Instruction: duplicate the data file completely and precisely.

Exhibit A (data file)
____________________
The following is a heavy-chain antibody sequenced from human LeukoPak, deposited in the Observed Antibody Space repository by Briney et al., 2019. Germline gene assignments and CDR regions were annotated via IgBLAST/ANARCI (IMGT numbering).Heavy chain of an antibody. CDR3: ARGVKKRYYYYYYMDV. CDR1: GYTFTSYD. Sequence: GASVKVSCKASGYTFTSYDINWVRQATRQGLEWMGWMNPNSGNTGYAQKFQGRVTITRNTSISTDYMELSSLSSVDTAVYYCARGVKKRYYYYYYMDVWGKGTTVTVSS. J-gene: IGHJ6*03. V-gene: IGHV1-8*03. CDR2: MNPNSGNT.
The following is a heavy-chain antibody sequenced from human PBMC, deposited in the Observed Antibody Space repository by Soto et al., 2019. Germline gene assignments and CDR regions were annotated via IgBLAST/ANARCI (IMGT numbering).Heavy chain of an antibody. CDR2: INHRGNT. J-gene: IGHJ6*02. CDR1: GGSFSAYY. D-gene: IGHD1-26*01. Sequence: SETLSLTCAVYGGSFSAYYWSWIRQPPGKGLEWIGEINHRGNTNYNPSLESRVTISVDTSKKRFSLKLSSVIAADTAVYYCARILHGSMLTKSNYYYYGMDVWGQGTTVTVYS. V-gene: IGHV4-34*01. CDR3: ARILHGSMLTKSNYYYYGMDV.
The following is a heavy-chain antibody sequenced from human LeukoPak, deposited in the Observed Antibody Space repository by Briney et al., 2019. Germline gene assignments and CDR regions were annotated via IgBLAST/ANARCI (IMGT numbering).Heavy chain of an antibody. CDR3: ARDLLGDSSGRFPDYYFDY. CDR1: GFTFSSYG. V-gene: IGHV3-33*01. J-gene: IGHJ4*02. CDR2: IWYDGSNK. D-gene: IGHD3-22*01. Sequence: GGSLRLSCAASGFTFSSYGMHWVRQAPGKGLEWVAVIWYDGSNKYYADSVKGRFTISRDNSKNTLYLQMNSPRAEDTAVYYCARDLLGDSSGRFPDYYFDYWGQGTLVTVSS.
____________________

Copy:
The following is a heavy-chain antibody sequenced from human LeukoPak, deposited in the Observed Antibody Space repository by Briney et al., 2019. Germline gene assignments and CDR regions were annotated via IgBLAST/ANARCI (IMGT numbering).Heavy chain of an antibody. CDR3: ARGVKKRYYYYYYMDV. CDR1: GYTFTSYD. Sequence: GASVKVSCKASGYTFTSYDINWVRQATRQGLEWMGWMNPNSGNTGYAQKFQGRVTITRNTSISTDYMELSSLSSVDTAVYYCARGVKKRYYYYYYMDVWGKGTTVTVSS. J-gene: IGHJ6*03. V-gene: IGHV1-8*03. CDR2: MNPNSGNT.
The following is a heavy-chain antibody sequenced from human PBMC, deposited in the Observed Antibody Space repository by Soto et al., 2019. Germline gene assignments and CDR regions were annotated via IgBLAST/ANARCI (IMGT numbering).Heavy chain of an antibody. CDR2: INHRGNT. J-gene: IGHJ6*02. CDR1: GGSFSAYY. D-gene: IGHD1-26*01. Sequence: SETLSLTCAVYGGSFSAYYWSWIRQPPGKGLEWIGEINHRGNTNYNPSLESRVTISVDTSKKRFSLKLSSVIAADTAVYYCARILHGSMLTKSNYYYYGMDVWGQGTTVTVYS. V-gene: IGHV4-34*01. CDR3: ARILHGSMLTKSNYYYYGMDV.
The following is a heavy-chain antibody sequenced from human LeukoPak, deposited in the Observed Antibody Space repository by Briney et al., 2019. Germline gene assignments and CDR regions were annotated via IgBLAST/ANARCI (IMGT numbering).Heavy chain of an antibody. CDR3: ARDLLGDSSGRFPDYYFDY. CDR1: GFTFSSYG. V-gene: IGHV3-33*01. J-gene: IGHJ4*02. CDR2: IWYDGSNK. D-gene: IGHD3-22*01. Sequence: GGSLRLSCAASGFTFSSYGMHWVRQAPGKGLEWVAVIWYDGSNKYYADSVKGRFTISRDNSKNTLYLQMNSPRAEDTAVYYCARDLLGDSSGRFPDYYFDYWGQGTLVTVSS.